Ashok’s Durgamati: The Myth is a faithful remake of his Telugu hit Bhaagamathie (2018). The horror-tinged thriller channels the spirit of the Malayalam blockbuster Manichithrathazhu but borrows its big idea from a cult Hollywood film whose name shall remain a secret.
A murder convict is brought to a remote mansion for an off-the-books interrogation. It is rumoured to be haunted, and soon after Chanchal enters the place, strange things begin to happen. Chanchal starts to behave oddly – her body jerks backwards as though she is being dragged by an unseen force and her voice changes. Is she possessed by Durgamati, the ancient queen whose spirit is said to still lurk about?
The officer who has brought Chanchal to the black site is unconvinced. Chanchal (Bhumi Pednekar) is an Indian Administrative Service officer who is serving time for killing her husband Shakti (Karan Kapadia). Chanchal used to be the personal secretary of the messianic minister Ishwar Prasad (Arshad Warsi). Ishwar is taking his own government to task for failing to nab a gang stealing idols from temples.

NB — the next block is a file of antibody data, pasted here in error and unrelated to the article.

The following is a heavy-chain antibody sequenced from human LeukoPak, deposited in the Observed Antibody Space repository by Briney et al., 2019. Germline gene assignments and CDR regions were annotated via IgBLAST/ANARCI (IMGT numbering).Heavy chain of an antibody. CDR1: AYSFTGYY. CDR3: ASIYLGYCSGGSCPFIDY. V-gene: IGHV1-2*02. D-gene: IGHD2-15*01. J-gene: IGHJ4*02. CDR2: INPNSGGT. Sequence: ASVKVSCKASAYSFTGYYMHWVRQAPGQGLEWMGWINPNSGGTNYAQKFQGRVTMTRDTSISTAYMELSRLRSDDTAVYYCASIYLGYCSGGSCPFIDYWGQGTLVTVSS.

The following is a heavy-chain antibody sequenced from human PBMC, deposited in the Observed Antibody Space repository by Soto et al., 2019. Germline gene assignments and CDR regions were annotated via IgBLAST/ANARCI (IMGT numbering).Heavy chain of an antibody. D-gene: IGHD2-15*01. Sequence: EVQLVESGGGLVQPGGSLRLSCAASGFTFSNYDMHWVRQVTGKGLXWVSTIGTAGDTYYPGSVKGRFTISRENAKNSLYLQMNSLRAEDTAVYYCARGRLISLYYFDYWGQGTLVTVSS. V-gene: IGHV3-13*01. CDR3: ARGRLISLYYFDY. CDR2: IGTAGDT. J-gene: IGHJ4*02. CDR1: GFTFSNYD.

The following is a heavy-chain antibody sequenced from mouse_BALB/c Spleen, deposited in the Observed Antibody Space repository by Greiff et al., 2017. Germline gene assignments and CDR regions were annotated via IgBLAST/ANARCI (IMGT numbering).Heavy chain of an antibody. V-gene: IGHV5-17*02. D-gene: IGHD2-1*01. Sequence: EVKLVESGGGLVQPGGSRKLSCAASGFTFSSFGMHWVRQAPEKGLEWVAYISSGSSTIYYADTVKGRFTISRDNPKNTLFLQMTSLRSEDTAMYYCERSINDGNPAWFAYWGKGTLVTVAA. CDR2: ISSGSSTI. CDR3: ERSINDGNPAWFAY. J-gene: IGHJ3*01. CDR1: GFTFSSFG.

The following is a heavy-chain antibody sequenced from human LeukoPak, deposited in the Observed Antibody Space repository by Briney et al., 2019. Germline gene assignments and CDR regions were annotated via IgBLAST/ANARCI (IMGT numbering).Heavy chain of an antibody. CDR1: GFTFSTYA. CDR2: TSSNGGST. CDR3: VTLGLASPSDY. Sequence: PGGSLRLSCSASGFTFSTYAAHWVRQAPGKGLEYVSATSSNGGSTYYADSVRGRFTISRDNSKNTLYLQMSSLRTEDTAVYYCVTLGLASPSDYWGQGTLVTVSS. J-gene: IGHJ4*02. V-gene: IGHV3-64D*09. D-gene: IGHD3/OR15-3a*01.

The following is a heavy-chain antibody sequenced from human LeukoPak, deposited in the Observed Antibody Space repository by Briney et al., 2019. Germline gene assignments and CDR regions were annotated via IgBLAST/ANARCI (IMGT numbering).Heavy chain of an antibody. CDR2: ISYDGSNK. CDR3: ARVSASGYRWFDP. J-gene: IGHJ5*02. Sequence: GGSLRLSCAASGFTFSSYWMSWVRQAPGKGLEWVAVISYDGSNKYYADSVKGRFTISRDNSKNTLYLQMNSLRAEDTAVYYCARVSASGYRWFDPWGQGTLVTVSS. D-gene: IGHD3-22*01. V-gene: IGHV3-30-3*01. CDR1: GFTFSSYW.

A minister deploys Central Bureau of Investigation officer Satakshi (Mahie Gill) to frame Ishwar for the idol thefts. Her team includes the police officer Abhay (Jisshu Sengupta). They hope to prise Ishwar’s secrets from Chanchal.
Ashok’s Hindi-language version barely tinkers with the original. The names of several characters are the same. The shot compositions are identical to the original in many scenes. The jump scares and spooky sound effects are delivered at about the same places. The cobwebs that abounded in the original have mercifully been cleaned up.
Yet, the new movie isn’t as slick or atmospheric as its source. The climactic twist is as implausible. Durgamati The Myth also suffers from the lack of a heroine who can suggest the comportment of a warrior queen. Bhumi Pednekar is barely convincing in either avatar. She doesn’t have the gravitas of the original film’s heroine Anushka Shetty, and isn’t skilled enough to ham convincingly when in possession mode
None of the other performances is noteworthy, with the movie working purely on the basis of judiciously scattered red herrings, scary moments and its big revelation. The movie demands suspension of disbelief, but not where you expect it – its smartest trick, which has been lifted from that Hollywood film that we may not name.
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